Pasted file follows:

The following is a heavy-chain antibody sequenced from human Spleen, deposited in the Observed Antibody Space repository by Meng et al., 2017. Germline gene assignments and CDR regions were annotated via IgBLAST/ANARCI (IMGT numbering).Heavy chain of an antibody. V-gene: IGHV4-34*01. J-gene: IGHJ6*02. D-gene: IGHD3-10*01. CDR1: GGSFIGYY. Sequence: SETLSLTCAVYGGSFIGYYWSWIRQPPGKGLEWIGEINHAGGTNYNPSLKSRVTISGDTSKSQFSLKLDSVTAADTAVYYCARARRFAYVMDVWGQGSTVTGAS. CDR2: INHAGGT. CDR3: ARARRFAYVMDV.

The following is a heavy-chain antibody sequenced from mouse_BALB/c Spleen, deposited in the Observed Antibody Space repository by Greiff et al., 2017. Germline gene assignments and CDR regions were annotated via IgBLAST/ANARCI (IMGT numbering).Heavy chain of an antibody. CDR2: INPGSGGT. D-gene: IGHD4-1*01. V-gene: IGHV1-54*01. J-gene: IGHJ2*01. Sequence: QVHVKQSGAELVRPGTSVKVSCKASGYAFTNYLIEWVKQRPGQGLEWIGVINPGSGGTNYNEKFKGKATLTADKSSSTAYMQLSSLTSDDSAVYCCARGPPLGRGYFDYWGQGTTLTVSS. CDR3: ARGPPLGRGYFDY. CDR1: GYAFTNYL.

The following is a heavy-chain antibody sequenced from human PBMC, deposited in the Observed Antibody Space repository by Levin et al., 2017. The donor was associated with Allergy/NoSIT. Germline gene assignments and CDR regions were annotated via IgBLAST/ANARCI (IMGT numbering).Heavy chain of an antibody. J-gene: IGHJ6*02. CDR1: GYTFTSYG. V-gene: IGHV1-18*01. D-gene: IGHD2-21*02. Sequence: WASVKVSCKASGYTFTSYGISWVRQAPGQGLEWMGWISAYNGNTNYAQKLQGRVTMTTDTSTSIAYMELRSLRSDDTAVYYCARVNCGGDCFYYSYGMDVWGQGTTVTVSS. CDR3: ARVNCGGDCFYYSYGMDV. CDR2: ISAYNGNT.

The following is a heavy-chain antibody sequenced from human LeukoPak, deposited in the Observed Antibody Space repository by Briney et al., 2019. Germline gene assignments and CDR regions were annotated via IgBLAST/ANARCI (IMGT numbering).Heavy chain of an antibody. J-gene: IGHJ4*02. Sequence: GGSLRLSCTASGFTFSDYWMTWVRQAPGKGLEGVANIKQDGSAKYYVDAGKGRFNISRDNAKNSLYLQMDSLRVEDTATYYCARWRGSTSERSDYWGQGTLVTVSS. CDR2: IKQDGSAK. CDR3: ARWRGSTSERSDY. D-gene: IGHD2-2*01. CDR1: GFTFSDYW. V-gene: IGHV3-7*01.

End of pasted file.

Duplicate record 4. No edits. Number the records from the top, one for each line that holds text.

The following is a heavy-chain antibody sequenced from human LeukoPak, deposited in the Observed Antibody Space repository by Briney et al., 2019. Germline gene assignments and CDR regions were annotated via IgBLAST/ANARCI (IMGT numbering).Heavy chain of an antibody. J-gene: IGHJ4*02. Sequence: GGSLRLSCTASGFTFSDYWMTWVRQAPGKGLEGVANIKQDGSAKYYVDAGKGRFNISRDNAKNSLYLQMDSLRVEDTATYYCARWRGSTSERSDYWGQGTLVTVSS. CDR2: IKQDGSAK. CDR3: ARWRGSTSERSDY. D-gene: IGHD2-2*01. CDR1: GFTFSDYW. V-gene: IGHV3-7*01.